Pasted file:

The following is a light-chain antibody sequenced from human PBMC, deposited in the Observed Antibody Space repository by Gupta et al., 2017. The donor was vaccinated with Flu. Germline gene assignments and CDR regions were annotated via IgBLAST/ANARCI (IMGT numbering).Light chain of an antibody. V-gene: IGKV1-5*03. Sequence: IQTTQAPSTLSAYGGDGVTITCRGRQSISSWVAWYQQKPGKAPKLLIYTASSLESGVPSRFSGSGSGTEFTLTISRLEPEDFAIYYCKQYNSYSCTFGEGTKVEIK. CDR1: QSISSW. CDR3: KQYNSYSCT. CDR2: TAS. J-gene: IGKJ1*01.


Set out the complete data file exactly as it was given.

The following is a light-chain antibody sequenced from human PBMC, deposited in the Observed Antibody Space repository by Gupta et al., 2017. The donor was vaccinated with Flu. Germline gene assignments and CDR regions were annotated via IgBLAST/ANARCI (IMGT numbering).Light chain of an antibody. V-gene: IGKV1-5*03. Sequence: IQTTQAPSTLSAYGGDGVTITCRGRQSISSWVAWYQQKPGKAPKLLIYTASSLESGVPSRFSGSGSGTEFTLTISRLEPEDFAIYYCKQYNSYSCTFGEGTKVEIK. CDR1: QSISSW. CDR3: KQYNSYSCT. CDR2: TAS. J-gene: IGKJ1*01.